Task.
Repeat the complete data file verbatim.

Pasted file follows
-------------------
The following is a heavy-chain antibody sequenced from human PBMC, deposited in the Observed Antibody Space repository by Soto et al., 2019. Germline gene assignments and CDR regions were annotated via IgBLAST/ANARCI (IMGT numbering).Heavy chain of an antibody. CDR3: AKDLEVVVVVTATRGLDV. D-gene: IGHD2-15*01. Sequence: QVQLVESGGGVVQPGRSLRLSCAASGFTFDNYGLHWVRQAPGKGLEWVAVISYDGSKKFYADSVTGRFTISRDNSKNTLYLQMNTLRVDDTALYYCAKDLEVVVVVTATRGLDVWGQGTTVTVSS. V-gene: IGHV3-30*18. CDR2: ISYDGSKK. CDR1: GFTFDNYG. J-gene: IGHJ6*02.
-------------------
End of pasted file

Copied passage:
The following is a heavy-chain antibody sequenced from human PBMC, deposited in the Observed Antibody Space repository by Soto et al., 2019. Germline gene assignments and CDR regions were annotated via IgBLAST/ANARCI (IMGT numbering).Heavy chain of an antibody. CDR3: AKDLEVVVVVTATRGLDV. D-gene: IGHD2-15*01. Sequence: QVQLVESGGGVVQPGRSLRLSCAASGFTFDNYGLHWVRQAPGKGLEWVAVISYDGSKKFYADSVTGRFTISRDNSKNTLYLQMNTLRVDDTALYYCAKDLEVVVVVTATRGLDVWGQGTTVTVSS. V-gene: IGHV3-30*18. CDR2: ISYDGSKK. CDR1: GFTFDNYG. J-gene: IGHJ6*02.